• If you don't remove and store window ACs, then cover with plastic to protect them during winter and prevent heated air from escaping your home.
  • Weekend project! If winter brings snow and ice your way, apply a coat of epoxy to the garage floor to help prevent road salt from eating holes in the concrete. Consider using Rust-Oleum garage floor kit
  • Drain and refill hot-water heater once a year to keep it fully functional. Also: 1.Test the water heater's temperature/ pressure relief valve, as shown in the manufacturer's instructions. 2. If little or no water flows out or the relief valve doesn't shut off, replace it as soon as possible.
  • Clean Chimney before heating seasons tarts
  • Change the furnace filter.
  • Wash out garbage cans, disinfect, then rinse thoroughly.
  • If you haven′t already, check basement for cracks or leaks. Seal if necessary.
  • If you have a sump pump, test, clean and lubricate.
  • For plants that are starting to die back, remove litter and deadhead flowers.
  • Add compost, manure, and mulch to garden beds.
  • Plant late autumn vegetables like cabbage, peas, spinach, and swiss chard.
  • Divide perennials, iris, and bulbs.
  • Remove sick or dead trees and shrubs.
  • Seed lawn if your yard has patchy spots. Fertilizing now also encourages good root development.
  • Before it gets cold, have an automatic irrigation system installed. (Scheduling is easier with less competition than in the spring and summer.)
  • Do your "spring" cleaning now before the chilly weather sets in and enjoy a clean house for the holidays.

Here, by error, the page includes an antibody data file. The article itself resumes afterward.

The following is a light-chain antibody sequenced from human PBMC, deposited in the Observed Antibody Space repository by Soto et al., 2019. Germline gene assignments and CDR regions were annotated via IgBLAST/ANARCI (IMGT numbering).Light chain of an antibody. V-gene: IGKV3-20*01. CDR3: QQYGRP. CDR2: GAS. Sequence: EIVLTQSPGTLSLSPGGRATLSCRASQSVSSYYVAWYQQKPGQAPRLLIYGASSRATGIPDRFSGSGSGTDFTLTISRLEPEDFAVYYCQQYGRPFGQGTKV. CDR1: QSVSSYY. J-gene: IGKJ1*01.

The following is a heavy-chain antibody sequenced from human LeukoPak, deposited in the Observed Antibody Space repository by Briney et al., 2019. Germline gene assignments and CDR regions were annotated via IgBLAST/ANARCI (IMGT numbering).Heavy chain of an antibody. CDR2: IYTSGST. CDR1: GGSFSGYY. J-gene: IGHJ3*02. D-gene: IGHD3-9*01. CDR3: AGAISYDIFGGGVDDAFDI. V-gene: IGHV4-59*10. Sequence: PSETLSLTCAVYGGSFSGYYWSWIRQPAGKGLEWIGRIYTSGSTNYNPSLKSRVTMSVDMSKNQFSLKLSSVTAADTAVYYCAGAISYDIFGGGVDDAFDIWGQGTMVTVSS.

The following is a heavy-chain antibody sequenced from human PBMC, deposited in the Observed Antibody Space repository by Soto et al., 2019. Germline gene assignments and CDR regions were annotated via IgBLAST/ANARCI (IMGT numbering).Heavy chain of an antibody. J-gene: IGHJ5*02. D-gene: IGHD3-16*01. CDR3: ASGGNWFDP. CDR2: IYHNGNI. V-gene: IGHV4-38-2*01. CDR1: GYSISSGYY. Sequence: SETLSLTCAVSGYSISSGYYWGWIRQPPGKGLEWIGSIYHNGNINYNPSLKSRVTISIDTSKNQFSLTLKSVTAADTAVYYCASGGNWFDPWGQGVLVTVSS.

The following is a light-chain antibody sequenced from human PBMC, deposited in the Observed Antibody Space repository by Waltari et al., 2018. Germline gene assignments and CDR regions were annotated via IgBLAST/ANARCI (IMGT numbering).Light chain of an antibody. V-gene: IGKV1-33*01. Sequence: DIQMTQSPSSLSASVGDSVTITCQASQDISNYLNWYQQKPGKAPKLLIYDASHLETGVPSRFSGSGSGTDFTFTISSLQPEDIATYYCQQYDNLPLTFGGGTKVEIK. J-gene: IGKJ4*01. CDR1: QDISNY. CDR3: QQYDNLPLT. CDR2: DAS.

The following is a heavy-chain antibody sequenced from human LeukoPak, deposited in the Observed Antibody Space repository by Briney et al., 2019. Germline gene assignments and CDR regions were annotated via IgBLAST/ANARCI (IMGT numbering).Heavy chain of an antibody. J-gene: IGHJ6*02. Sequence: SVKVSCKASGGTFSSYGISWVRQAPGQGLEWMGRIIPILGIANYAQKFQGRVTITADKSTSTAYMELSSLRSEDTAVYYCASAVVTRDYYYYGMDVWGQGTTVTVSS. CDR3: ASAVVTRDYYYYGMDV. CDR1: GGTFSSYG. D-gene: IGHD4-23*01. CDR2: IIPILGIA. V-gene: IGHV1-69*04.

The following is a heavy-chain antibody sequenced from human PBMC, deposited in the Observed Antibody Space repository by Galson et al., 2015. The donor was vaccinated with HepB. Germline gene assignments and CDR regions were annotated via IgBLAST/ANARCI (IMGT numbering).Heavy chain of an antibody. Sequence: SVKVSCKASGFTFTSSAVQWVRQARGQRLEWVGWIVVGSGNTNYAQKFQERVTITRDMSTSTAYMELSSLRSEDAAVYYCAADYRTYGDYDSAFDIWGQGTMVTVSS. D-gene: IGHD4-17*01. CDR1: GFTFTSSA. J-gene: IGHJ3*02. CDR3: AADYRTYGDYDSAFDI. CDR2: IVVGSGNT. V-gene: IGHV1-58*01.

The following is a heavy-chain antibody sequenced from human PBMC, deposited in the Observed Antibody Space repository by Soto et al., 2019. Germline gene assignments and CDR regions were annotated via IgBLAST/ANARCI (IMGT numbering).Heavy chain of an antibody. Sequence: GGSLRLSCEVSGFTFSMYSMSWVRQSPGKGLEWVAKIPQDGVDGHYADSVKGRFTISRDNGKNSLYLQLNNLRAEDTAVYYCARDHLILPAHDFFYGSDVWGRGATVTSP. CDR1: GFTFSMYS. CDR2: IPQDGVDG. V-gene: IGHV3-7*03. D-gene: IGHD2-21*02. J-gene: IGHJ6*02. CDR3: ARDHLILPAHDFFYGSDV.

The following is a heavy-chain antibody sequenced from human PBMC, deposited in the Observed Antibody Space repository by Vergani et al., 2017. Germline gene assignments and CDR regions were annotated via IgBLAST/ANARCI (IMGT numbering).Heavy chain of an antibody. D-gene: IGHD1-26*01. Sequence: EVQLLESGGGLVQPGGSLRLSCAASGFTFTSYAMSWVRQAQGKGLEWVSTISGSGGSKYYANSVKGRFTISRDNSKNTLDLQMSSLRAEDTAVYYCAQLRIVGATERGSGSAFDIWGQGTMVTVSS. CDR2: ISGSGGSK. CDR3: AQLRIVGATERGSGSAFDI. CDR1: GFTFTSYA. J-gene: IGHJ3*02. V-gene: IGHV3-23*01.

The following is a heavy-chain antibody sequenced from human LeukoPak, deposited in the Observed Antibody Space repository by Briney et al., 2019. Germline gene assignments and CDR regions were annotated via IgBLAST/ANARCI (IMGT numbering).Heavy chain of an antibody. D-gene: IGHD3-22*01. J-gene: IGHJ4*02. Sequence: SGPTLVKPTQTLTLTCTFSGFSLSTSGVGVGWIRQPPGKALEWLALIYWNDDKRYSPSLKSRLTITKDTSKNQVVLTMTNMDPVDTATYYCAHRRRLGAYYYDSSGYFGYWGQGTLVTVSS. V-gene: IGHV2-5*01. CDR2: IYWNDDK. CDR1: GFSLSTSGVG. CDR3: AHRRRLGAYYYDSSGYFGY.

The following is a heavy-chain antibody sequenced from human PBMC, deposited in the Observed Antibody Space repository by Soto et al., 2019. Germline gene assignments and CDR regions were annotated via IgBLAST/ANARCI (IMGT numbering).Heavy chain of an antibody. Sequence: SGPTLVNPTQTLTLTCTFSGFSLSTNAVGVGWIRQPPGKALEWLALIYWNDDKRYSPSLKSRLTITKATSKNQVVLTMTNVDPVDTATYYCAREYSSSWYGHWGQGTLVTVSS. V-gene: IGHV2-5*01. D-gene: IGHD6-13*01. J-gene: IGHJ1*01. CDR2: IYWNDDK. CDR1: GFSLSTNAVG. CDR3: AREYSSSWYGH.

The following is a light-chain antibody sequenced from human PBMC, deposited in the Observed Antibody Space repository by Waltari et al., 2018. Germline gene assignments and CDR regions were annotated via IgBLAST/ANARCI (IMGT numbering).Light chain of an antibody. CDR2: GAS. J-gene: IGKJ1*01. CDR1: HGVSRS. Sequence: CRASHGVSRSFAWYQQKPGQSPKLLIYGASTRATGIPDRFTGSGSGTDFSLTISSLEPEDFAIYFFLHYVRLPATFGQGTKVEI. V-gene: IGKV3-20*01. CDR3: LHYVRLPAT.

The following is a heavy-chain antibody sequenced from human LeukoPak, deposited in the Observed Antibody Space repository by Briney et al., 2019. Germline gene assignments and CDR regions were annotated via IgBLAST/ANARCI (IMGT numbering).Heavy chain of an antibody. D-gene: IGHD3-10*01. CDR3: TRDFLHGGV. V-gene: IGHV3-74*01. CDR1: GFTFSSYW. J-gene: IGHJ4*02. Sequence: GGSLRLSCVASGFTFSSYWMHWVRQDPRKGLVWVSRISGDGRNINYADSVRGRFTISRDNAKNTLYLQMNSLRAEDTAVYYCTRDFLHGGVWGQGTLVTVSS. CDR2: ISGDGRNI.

• Early in month - Close down deck, prepare for winter
  • Re-stain outdoor items such as teak furniture before storage
  • Store outdoor furniture
  • Close out irrigation system and store hoses.
  • 3-4th week install Halloween decorations
  • Winter coating - fertilize lawn with x-x-x
  • Lawn Mower Maintenance ‘Winter’ tasks: sharpen blades, clean bag, check oil, clean chassis deck
  • Examine weatherstripping and caulk around doors and windows. Replace worn or damaged material that's no longer blocking air.
  • Time again for new batteries in smoke and CO detectors when clocks fall back
  • Keep leaves raked to prevent smothering new grass.
  • Plant early spring bulbs and fertilize established bulb beds, including garlic.
  • Plant herb baskets and bulbs for forcing if you want to give them as gifts.
  • Clean yard. Clear debris from perimeter of house and outbuildings. Trim any trees or shrubs that touch the house.
  • At the end of the month, check system and fix leaks, then drain and turn off lawn sprinkler system.
  • Take window screens out. Wash and store. Repair or replace now. Label so you can put them up quickly next spring.
  • Cover woodpile. Split some kindling and store for ready supply.
  • Harvest seeds for next year′s garden. For free information on how to save seeds, see the International Seed Saving Institute.
  • Move tender perennials into the house, garage, or greenhouse.
  • Turn mattresses.
  • Store summer bedding and towels. Before storing, check condition. Make rags out of damaged sheets and towels.
  • Store summer clothing. Check condition to cull worn items for donation or tossing.
  • Get out winter clothing and bedding. Swap cotton summer sheets for flannel sheets and duvet covers.
  • Do a big cleaning now while the weather is still relatively warm. You′ll be able to clear out the dust and dirt that got tracked in during the summer.